A number of boards are required for race days in snowboardcross. We will ride the race upon our race boards but as these have had their bases prepared for racing; waxed, scraped and structured/brushed we cannot ride to the race course or inspect the course upon our race boards. Even a few runs on your race board will remove some of its performance from the base preparation. So we will ride to the course upon our training boards and complete our inspection run on them. This is why if you go to a snowboardcross event you will see many riders holding there prepared snowboard in a board sleeve of some sort.
Snowboardcross Race boards are specifically made for racing and often handmade, so I personally only ride mine at races and competition training, in order not to damage it, it’s expensive to replace! Although it is important to train on the race board you will be using in races, I will use my training board for most of my practicing at our GB Base where we will be focusing primarily on technique. When I am doing UK based training and freeride training, I will use my freestyle board, as damages to this board aren’t as critical and expensive!
Key characteristics; Fast sintered base, super stiff flex, plank shape, quite heavy, very responsive, high end materials (e.g. Titanium, Carbon), sharp and clean edges
In order to be responsive race boards are relatively short and have long effective edges to provide riders a greater turning circle and high contact points for better edge control for turning. This will mean the boards will have a comparable effective edge of a very long and heavy snowboard, but with a shorter, more manageable and responsive length, giving it a very ‘wooden plank’ shape. The boards will often have a twin tip like shape, with rounded nose and tails so you can ride switch when required, it happens sometimes! All the characteristics of the board are designed for speed and response, which are essential for going fast down a snowboardcross track!
Currently the race board I am using is an Volkl Coal Race (159cm)
Reasonable price for a World Cup race winning board! See here for more information Volkl
Key characteristics; decent sintered base, shorter length, twin tip, soft flex, light and forgiving, quite responsive, good materials (e.g. Steel) and smoother edges
Most of my UK based training is upon my freestyle board, this is because I mostly practice freestyle in the UK which helps my board control and is a lot of fun; rails and kickers. As much of the centres I ride at are artificial, there are limited opportunities to train for carving and riding transitions, it is mainly freestyle based. Was I to try and ride my race board I would likely damage it from banging trying to slide a rail, and I would likely not have the best time doing it as the board will be heavy to manoeuvre especially at slower speeds and not very forgiving as it’s very stiff.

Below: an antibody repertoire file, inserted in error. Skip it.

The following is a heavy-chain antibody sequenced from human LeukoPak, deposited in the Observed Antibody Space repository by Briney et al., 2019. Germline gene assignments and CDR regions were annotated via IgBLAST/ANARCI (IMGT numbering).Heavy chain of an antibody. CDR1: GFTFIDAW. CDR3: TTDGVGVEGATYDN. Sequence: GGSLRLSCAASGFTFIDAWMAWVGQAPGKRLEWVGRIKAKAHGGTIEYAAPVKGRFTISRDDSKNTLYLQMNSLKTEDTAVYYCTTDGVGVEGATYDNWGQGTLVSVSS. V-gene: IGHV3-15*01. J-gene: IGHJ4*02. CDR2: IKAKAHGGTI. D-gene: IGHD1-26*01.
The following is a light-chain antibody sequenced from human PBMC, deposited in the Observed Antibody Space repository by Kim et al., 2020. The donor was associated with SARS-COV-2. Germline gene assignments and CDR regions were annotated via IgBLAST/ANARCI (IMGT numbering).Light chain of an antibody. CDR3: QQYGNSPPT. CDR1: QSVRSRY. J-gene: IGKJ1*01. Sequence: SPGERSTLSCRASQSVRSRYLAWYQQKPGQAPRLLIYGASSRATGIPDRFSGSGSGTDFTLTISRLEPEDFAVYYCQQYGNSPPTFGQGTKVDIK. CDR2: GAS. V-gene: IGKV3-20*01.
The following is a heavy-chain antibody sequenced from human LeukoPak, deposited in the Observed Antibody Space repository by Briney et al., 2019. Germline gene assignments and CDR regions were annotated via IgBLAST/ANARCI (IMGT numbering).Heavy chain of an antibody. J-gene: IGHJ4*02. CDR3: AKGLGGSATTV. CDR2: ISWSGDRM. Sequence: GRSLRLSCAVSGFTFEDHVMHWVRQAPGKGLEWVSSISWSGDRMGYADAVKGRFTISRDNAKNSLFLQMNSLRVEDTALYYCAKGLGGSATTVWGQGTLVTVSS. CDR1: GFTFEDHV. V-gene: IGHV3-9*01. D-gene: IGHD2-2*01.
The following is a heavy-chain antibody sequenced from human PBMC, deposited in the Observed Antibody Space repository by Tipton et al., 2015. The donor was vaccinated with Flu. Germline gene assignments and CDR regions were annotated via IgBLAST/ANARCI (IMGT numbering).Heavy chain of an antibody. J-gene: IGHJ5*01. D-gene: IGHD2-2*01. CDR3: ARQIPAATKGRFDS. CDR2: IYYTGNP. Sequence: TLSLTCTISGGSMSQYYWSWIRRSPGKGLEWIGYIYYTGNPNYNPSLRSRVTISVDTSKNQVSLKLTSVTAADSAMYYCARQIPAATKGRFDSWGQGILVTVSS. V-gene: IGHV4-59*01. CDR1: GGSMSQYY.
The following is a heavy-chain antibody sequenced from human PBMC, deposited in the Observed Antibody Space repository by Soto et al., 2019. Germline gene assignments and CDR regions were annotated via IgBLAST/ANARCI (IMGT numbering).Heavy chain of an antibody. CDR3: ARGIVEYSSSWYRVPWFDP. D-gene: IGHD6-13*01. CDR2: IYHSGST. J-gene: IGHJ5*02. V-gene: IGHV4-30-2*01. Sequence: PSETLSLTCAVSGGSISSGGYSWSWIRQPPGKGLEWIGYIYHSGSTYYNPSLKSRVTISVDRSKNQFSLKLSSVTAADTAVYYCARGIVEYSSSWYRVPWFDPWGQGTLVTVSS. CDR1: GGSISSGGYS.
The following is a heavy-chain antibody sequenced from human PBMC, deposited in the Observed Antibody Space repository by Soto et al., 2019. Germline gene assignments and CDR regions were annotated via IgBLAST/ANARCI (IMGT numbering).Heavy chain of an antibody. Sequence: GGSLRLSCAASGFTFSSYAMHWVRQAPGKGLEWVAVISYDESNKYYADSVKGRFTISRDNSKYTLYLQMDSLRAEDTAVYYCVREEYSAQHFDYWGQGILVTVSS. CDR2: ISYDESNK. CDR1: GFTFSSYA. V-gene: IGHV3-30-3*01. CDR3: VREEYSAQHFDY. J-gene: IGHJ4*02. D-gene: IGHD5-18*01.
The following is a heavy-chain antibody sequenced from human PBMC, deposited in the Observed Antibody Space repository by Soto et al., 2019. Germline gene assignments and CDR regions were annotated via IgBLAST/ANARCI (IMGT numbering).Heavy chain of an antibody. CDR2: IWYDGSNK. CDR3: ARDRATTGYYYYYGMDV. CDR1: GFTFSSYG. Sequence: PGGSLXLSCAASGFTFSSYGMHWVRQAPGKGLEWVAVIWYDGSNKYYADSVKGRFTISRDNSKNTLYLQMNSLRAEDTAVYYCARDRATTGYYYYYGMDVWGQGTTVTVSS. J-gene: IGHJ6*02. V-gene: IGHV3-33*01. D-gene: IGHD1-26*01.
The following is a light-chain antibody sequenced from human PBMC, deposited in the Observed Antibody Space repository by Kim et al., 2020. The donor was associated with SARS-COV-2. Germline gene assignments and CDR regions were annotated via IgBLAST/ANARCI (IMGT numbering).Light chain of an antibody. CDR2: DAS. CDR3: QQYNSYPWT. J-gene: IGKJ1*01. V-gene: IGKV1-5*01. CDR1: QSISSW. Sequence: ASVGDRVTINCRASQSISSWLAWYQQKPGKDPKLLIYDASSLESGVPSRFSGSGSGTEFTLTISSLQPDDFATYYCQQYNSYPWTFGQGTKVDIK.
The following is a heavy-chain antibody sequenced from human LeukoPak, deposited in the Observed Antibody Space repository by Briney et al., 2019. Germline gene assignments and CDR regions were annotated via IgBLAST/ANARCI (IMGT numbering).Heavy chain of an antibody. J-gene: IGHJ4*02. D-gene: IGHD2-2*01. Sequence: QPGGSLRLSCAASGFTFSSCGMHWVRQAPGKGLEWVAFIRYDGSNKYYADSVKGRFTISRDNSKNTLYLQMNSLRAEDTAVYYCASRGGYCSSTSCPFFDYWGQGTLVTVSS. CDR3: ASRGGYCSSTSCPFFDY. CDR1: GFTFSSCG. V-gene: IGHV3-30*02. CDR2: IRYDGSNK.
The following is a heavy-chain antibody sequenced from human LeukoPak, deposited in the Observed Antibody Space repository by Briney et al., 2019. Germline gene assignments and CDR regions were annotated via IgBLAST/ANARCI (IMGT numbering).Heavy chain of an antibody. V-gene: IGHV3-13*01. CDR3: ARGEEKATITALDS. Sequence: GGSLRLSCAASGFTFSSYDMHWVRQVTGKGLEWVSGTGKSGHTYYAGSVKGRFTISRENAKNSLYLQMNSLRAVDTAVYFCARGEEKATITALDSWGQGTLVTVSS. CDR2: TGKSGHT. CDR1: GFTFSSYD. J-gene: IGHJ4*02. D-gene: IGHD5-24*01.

My freestyle board is shorter than my training and race boards, and is much more flexible to play around with. It makes the board a lot more playful rather than a race board which charges around like a tank, this isn’t to say both aren’t fun though!
I’m currently riding a Volkl Vice SQD (156cm) board
Check out There range on the Volkl website!
Key Characteristics; Stiff, responsive, reliable, easy to replace parts
Bindings are very important as they obviously connect you to to the snowboard! For snowboardcross bindings reflect the snowboards to an extent, they need to be stiff and responsive to ensure the board moves where you want it to move and when you want it to move. They need to be tough and durable, so they will not break when you least want them too. Bindings are the most breakable piece of hardware given the cold conditions and high pressure they undertake. When they do break you need to be able to replace them and often be able to get hold of the parts fast. This explains my binding of choice!
I currently ride Burton Cartels
The Cartels are a high performance binding which is both stiff and responsive. They are reliable and as Burton is stocked in a huge number of shops around Europe, it’s easy to get hold of replacement parts.
Boots – Stiff, comfy, snug fit
Boots are very important in terms of comfort and performance. If the boots are not a snug fit, they can become painful and uncomfortable. Some call them the most important pieces of equipment, if your feet hurt it’ll affect your performance! Again stiff boots will provide optimum response, combing a hardware set up which complements each will give you a powerful set up fit for racing!
I currently ride Salomon F20’s
The F20’s are a stiff boot, although not the stiffest, which helps absorb impacts from jumps etc. This is particularly important for freestyle based training. I find them really easy to lace up with there fast lacing system which doesn’t compensate how you want them fitted, I like them!